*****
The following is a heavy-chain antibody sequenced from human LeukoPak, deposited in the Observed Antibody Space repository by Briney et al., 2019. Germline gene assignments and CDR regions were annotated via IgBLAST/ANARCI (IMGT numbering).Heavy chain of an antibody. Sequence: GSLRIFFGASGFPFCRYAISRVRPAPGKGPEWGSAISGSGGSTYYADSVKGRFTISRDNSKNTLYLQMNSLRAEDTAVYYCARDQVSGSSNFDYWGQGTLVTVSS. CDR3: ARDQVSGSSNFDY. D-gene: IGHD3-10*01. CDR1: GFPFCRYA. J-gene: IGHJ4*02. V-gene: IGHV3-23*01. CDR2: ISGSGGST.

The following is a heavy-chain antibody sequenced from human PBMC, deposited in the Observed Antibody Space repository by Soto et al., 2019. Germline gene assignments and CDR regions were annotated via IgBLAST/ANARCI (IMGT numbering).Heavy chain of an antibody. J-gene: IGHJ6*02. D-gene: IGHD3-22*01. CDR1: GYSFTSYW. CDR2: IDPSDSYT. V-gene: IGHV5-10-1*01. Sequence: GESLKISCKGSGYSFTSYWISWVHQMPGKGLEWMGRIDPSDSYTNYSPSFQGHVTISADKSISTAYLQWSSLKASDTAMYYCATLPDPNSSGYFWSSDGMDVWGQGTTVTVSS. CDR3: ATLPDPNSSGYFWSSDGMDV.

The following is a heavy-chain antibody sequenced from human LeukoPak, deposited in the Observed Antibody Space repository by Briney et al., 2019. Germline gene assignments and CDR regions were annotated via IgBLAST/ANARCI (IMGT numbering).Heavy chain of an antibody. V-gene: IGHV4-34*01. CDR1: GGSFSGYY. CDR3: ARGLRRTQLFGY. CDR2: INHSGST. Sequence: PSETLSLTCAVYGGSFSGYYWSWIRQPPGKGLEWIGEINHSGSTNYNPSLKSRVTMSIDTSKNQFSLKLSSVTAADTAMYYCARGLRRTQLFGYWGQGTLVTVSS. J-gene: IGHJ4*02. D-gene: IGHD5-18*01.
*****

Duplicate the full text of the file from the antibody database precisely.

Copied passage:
The following is a heavy-chain antibody sequenced from human LeukoPak, deposited in the Observed Antibody Space repository by Briney et al., 2019. Germline gene assignments and CDR regions were annotated via IgBLAST/ANARCI (IMGT numbering).Heavy chain of an antibody. Sequence: GSLRIFFGASGFPFCRYAISRVRPAPGKGPEWGSAISGSGGSTYYADSVKGRFTISRDNSKNTLYLQMNSLRAEDTAVYYCARDQVSGSSNFDYWGQGTLVTVSS. CDR3: ARDQVSGSSNFDY. D-gene: IGHD3-10*01. CDR1: GFPFCRYA. J-gene: IGHJ4*02. V-gene: IGHV3-23*01. CDR2: ISGSGGST.

The following is a heavy-chain antibody sequenced from human PBMC, deposited in the Observed Antibody Space repository by Soto et al., 2019. Germline gene assignments and CDR regions were annotated via IgBLAST/ANARCI (IMGT numbering).Heavy chain of an antibody. J-gene: IGHJ6*02. D-gene: IGHD3-22*01. CDR1: GYSFTSYW. CDR2: IDPSDSYT. V-gene: IGHV5-10-1*01. Sequence: GESLKISCKGSGYSFTSYWISWVHQMPGKGLEWMGRIDPSDSYTNYSPSFQGHVTISADKSISTAYLQWSSLKASDTAMYYCATLPDPNSSGYFWSSDGMDVWGQGTTVTVSS. CDR3: ATLPDPNSSGYFWSSDGMDV.

The following is a heavy-chain antibody sequenced from human LeukoPak, deposited in the Observed Antibody Space repository by Briney et al., 2019. Germline gene assignments and CDR regions were annotated via IgBLAST/ANARCI (IMGT numbering).Heavy chain of an antibody. V-gene: IGHV4-34*01. CDR1: GGSFSGYY. CDR3: ARGLRRTQLFGY. CDR2: INHSGST. Sequence: PSETLSLTCAVYGGSFSGYYWSWIRQPPGKGLEWIGEINHSGSTNYNPSLKSRVTMSIDTSKNQFSLKLSSVTAADTAMYYCARGLRRTQLFGYWGQGTLVTVSS. J-gene: IGHJ4*02. D-gene: IGHD5-18*01.